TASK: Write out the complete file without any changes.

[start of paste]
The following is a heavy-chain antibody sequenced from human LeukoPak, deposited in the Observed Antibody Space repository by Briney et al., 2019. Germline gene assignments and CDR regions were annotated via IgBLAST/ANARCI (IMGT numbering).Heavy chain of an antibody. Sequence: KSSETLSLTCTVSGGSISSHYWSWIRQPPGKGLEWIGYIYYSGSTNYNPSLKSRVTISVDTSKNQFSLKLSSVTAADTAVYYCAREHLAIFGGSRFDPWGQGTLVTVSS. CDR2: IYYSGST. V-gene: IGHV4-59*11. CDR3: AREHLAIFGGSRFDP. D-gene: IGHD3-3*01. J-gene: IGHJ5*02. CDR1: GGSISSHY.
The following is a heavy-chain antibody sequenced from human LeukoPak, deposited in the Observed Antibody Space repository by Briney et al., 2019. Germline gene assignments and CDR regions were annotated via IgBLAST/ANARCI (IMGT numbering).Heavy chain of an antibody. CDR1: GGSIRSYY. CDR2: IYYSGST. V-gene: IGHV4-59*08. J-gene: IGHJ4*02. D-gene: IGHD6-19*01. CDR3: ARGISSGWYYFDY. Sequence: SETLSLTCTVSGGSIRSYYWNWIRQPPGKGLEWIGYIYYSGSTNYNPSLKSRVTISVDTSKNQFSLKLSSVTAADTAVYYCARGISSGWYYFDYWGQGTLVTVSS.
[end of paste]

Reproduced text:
The following is a heavy-chain antibody sequenced from human LeukoPak, deposited in the Observed Antibody Space repository by Briney et al., 2019. Germline gene assignments and CDR regions were annotated via IgBLAST/ANARCI (IMGT numbering).Heavy chain of an antibody. Sequence: KSSETLSLTCTVSGGSISSHYWSWIRQPPGKGLEWIGYIYYSGSTNYNPSLKSRVTISVDTSKNQFSLKLSSVTAADTAVYYCAREHLAIFGGSRFDPWGQGTLVTVSS. CDR2: IYYSGST. V-gene: IGHV4-59*11. CDR3: AREHLAIFGGSRFDP. D-gene: IGHD3-3*01. J-gene: IGHJ5*02. CDR1: GGSISSHY.
The following is a heavy-chain antibody sequenced from human LeukoPak, deposited in the Observed Antibody Space repository by Briney et al., 2019. Germline gene assignments and CDR regions were annotated via IgBLAST/ANARCI (IMGT numbering).Heavy chain of an antibody. CDR1: GGSIRSYY. CDR2: IYYSGST. V-gene: IGHV4-59*08. J-gene: IGHJ4*02. D-gene: IGHD6-19*01. CDR3: ARGISSGWYYFDY. Sequence: SETLSLTCTVSGGSIRSYYWNWIRQPPGKGLEWIGYIYYSGSTNYNPSLKSRVTISVDTSKNQFSLKLSSVTAADTAVYYCARGISSGWYYFDYWGQGTLVTVSS.